“I was Graham Dickson’s assistant engineer when he was at the Hit Factory,” he says. “I learnt a lot from him, and guys like him who’d been through the whole seventies’ thing. I never lasted more than a year at these places though. They knew I was either going to leave or get fired but during the first six months I would learn as much as I could, whether it was the equipment or the way the rooms worked, but then after a while I’d get bored and want to switch.”

Stints with Lion Roots, Mowax, Ninja Tunes and Acid Jazz followed. Brand New Heavies’ singer N’Dea Davenport then invited him to Los Angeles to finish work on her solo album. He spent two years in LA, working with Delicious Vinyl and establishing invaluable contacts in the hip-hop world. By the time he returned to the UK, he’d made the transition from working as a studio engineer to dealing with record companies direct. His CV will soon include names like Lily Allen (the reggae-infused Smile), Blur’s Graham Coxon, Manu Chao, Kula Shaker, A Tribe Called Quest and the Pharcyde but it wasn’t until 2006, after Stussy asked him to produce some reggae tracks, that the Prince Fatty legend was born. Nina’s Dance was the first to be released under that name, and this in turn inspired Brighton label Mr. Bongo to sign him for an album inspired by his love of old school reggae compilations – hence the mix of different vocalists and deejays, dub and instrumental tracks found on Survival Of The Fattest.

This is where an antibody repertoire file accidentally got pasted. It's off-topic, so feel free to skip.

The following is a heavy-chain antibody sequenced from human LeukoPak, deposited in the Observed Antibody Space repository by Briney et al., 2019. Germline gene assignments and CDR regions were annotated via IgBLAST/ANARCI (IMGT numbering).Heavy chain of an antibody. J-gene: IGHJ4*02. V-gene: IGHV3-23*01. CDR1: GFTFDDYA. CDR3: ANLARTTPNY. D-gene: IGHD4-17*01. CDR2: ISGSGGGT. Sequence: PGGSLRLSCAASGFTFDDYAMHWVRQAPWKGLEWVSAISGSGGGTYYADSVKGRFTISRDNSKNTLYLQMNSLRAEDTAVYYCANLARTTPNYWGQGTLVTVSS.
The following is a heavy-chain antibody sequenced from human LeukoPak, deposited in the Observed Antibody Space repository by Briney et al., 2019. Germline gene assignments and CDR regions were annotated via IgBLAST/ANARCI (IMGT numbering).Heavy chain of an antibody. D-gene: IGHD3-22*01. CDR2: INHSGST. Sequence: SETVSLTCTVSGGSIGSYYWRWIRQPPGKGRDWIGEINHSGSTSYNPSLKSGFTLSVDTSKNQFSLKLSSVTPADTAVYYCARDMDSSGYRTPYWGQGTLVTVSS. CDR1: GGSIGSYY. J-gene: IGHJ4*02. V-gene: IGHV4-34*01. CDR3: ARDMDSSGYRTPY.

Following on from projects featuring Lee Thompson’s Ska Orchestra and Horseman (Dawn Of The Dread) his latest album is Prince Fatty In The Vipers Shadow, which is another irresistible blend of good-time reggae vibes, star guests, innovative production techniques and knowing humour. This eagerly awaited third Prince Fatty set will be released on the Tropical Dope label, distributed by Tru Thoughts.

“After 20 years of making records and not getting paid any royalties I figured it was finally time to set up my own label,” he says. “Tropical Dope will look after its artists and producers. We’ve been busy recording and mixing our latest selection of “Out Of Order” riddims, as we call them. We will specialise in Reggae, Afro-beat, Hip-hop and Boogie.”

Releases planned for 2014 include albums by Prince Fatty and projects featuring Dub Judah and Jamaican reggae legends Marcia Griffiths, Big Youth, Winston Francis and Earl 16 – plus Remixes by DJ Muggs, Dread Flimstone, Moody Boyz and Gentleman’s Dub Club.